* Hidden costs: Due to a) customization and b) force-fitting an individual business into a templated model.
* Failed projects: What happens after years of trying to go live with the wrong system? Turn it off and try again, all at unnecessary cost and risk to the business.
As medical device companies strive to achieve the perfect mix of IT systems to optimize their business, it's important to recognize the strengths and weaknesses of all potential systems to ensure what's being leveraged will truly bring the business forward and reduce TCO.
All too often, immediate tangible costs, particularly in technology, are given precedence over potential cost savings and compliance improvements. No one wants to introduce a new system without a compelling reason to do so; however, an organizations' strategy needs to include systems with required key strengths.
For many medical device companies, this will include:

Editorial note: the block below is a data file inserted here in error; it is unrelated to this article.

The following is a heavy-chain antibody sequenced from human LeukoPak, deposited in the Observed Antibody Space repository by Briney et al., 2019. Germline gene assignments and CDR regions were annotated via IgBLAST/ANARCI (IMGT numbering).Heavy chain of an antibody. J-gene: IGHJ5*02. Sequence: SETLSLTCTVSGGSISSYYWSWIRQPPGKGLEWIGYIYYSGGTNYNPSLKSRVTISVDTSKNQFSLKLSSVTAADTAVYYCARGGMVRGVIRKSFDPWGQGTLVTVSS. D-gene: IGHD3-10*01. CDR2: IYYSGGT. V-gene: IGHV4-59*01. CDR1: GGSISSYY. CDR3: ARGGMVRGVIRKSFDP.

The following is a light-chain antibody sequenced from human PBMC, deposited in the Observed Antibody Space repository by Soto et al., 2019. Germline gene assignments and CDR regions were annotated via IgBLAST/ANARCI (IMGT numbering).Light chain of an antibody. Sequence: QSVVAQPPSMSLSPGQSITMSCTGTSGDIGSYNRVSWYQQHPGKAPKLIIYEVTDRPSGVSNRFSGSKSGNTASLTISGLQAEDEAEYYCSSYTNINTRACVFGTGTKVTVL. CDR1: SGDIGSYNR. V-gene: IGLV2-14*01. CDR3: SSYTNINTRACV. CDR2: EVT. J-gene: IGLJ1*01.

* Supply Chain Management (ERP);
* Revision control and reusable parts (PLM); and
* Workflow management and configurability (EQMS).
In today's competitive environment, companies that choose to "leverage" ERP or PLM to handle EQMS capabilities are really electing to fall behind the competition by placing themselves at greater regulatory risk. They also are likely to spend more money than if they chose the path of implementing a best-of-breed EQMS system and integrating it into their system landscape.
Tim Mohn is an industry solution director in Sparta Systems' Product Management group. Previously, he served as worldwide quality systems manager at Ortho-Clinical Diagnostics, a division of Johnson & Johnson. He has also held positions at Pfizer Consumer Healthcare and Wyeth Pharmaceuticals.
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|Title Annotation:||IT Intelligence|
|Publication:||Medical Product Outsourcing|
|Date:||Jan 1, 2012|